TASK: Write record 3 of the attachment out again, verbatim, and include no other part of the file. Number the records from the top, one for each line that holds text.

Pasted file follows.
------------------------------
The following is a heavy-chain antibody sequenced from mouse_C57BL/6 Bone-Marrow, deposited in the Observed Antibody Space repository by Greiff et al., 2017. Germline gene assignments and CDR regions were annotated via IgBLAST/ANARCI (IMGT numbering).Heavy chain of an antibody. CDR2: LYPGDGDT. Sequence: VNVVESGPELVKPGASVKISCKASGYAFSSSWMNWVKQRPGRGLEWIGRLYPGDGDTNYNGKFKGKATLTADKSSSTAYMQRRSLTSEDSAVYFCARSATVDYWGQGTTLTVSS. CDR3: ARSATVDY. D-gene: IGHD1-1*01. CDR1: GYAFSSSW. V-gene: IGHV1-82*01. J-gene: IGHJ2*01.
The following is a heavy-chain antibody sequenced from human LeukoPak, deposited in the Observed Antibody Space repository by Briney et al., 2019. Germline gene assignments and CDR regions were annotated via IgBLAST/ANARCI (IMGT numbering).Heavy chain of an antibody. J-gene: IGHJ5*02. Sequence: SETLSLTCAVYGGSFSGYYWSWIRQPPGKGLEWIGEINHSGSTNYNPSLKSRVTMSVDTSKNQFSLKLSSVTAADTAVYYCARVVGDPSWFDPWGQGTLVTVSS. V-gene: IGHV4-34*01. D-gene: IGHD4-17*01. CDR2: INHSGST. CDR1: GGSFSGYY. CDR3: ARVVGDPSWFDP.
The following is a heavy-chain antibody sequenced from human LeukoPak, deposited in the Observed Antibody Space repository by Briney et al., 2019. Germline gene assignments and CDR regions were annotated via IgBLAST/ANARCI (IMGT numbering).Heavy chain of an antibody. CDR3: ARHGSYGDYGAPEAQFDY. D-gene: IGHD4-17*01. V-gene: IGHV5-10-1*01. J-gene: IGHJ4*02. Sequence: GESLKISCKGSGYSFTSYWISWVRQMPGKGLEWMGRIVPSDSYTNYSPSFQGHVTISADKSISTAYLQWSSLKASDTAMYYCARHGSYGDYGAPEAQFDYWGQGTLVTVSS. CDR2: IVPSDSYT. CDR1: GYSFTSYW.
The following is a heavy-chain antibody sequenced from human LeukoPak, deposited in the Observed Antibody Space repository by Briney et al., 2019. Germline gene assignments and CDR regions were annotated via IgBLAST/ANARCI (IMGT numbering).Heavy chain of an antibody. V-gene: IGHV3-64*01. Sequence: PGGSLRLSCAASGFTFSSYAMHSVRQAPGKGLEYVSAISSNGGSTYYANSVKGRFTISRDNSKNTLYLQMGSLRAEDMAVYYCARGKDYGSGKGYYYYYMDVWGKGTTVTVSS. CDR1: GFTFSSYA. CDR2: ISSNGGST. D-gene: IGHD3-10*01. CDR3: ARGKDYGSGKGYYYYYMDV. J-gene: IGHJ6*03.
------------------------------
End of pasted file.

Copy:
The following is a heavy-chain antibody sequenced from human LeukoPak, deposited in the Observed Antibody Space repository by Briney et al., 2019. Germline gene assignments and CDR regions were annotated via IgBLAST/ANARCI (IMGT numbering).Heavy chain of an antibody. CDR3: ARHGSYGDYGAPEAQFDY. D-gene: IGHD4-17*01. V-gene: IGHV5-10-1*01. J-gene: IGHJ4*02. Sequence: GESLKISCKGSGYSFTSYWISWVRQMPGKGLEWMGRIVPSDSYTNYSPSFQGHVTISADKSISTAYLQWSSLKASDTAMYYCARHGSYGDYGAPEAQFDYWGQGTLVTVSS. CDR2: IVPSDSYT. CDR1: GYSFTSYW.